Credit Score Questions

Who Uses Auto Insurance Score?

Insurance companies today use a new numerical point system called auto insurance score to determine if they will issue insurance coverage on your car. It also determines what premium rate they will charge you if they decide to undertake the risk. Don’t blink now but under this new scoring system, you may end up paying higher premiums for your auto insurance even if you have an unblemished driving record. Here’s why.

In the past, your car would be automatically slapped a higher premium if you have previously figured in a car accident where you are at fault, or if you have incurred speeding tickets or other traffic violations the previous year. On the other hand, a pristine driving record meant lower insurance premiums then. This is no longer the case with the new system.

The Evolution of Auto Insurance Score

In the past, your auto insurance premium was calculated based on age, driving history, your vehicle type, where you live, and the car’s safety rating with your driving history having a profound effect on the final premium. But since various studies have shown a Draconian relationship between the credit report information and the insurer’s risk of loss or profitability. Soon enough, insurance companies adopted a credit-based scoring system which is not only based on the previously mentioned factors but also on information appearing on your credit reports.

By 1990, the new credit-based scoring system started to be used throughout the auto insurance industry to develop a more accurately predictive picture of a client’s risk profile. Insurers found it especially useful in determining rates on policies where there are no records of any insurance claims or where the owner has a pristine driving record. Industry wide, it was widely used as the basis for determining whether an auto insurance policy should be issued or not and in many instances in setting the insurance premium rate.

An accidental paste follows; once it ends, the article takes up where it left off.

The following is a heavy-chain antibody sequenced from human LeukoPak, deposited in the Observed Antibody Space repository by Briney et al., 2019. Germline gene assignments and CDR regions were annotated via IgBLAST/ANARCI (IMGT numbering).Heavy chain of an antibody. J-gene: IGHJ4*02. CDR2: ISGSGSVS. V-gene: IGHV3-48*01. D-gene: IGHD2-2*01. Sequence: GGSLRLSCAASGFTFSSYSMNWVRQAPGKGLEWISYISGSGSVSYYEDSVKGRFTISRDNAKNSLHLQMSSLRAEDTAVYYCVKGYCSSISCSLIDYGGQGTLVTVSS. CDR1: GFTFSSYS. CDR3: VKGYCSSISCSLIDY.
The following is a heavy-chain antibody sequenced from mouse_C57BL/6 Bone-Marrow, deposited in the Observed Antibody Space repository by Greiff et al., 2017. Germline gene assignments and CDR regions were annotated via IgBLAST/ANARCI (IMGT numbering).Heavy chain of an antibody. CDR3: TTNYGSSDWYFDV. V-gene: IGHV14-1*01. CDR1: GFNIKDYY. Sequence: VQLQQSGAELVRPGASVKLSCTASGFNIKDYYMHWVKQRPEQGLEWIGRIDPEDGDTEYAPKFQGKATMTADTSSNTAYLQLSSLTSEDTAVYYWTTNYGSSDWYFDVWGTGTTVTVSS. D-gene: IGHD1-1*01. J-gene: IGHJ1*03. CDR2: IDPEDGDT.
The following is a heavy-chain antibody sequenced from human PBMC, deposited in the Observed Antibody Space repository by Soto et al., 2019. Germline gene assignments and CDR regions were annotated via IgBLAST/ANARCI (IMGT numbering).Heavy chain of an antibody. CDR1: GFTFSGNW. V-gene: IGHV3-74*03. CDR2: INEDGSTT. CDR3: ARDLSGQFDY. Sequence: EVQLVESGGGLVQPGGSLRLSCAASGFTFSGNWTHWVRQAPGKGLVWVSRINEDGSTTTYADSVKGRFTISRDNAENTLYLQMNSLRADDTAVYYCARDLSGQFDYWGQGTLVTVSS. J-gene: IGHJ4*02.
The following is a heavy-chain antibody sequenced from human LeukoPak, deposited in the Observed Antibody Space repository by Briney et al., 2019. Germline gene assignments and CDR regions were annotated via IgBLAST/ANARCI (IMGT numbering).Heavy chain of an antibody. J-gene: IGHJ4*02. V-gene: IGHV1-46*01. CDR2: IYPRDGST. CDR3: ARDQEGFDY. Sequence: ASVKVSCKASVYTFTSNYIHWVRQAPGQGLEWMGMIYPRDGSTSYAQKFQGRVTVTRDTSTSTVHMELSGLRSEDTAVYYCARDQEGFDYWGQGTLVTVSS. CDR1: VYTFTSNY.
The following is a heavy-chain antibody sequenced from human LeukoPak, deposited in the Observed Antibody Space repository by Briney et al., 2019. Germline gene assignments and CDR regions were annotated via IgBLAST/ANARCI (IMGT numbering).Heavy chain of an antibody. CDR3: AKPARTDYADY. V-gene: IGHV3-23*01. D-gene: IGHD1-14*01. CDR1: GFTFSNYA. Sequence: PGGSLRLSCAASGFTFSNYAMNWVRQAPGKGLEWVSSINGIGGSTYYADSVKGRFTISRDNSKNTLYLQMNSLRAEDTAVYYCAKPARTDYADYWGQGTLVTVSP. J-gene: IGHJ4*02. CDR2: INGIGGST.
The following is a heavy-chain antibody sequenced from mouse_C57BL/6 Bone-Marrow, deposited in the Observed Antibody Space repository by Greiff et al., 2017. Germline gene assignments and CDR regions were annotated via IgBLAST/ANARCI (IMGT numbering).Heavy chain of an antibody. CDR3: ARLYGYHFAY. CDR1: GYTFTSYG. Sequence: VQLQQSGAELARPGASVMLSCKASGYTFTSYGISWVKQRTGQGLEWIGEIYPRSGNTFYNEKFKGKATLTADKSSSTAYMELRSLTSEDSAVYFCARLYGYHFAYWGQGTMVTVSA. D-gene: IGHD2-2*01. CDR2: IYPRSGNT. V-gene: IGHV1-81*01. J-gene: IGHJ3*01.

Auto insurance Scores are different from Credit Scores

Credit Score QuestionsDo not confuse a credit score for the auto insurance score. They are totally different from each other despite the auto insurance scoring system taking into account certain information from an individual’s credit score. Credit score is meant to gauge the credit worthiness of an individual and is used mainly by banks and other lenders in deciding the fate of credit applications. The scoring system for auto insurance measures the profitability or probability of loss on every risk undertaking relative to each individual auto insurance application.

Auto insurance scoring models differ from company to company since each insurer has its own proprietary formula or algorithm. The details of are kept away from the consumers and are considered as well-guarded corporate secrets. That is why there is very little that is known about the auto insurance scoring system except the fact that it now includes certain credit report factors in combination with insurance claim statistics and profitability data to determine the likelihood of an applicant figuring in a car accident or making an insurance claim in the future..

Who uses Auto Insurance Score

A study conducted by the Federal Trade Commission released on July 24, 2007 acknowledged the fact that credit-based auto insurance scoring system can indeed accurately predict the total cost as well as the total number of claims consumers file. While this may be of help to insurance companies, the benefit it provides consumers is highly controversial and the subject of a continuing raging debate. In Hawaii, the use of credit based auto insurance scoring system has been banned. Other states have attempted to follow suit but have failed.

But whether or not its use can produce a better match between the insurance cost consumers pay and the entailing risk of loss insures have to undertake, the new auto insurance scoring system continues to be the standard based on which insurance policies are issued or denied.

The Auto Insurance Score is currently being used by all insurance companies, the credit bureaus, the Insurance Information Institute, and the American Academy of Actuaries.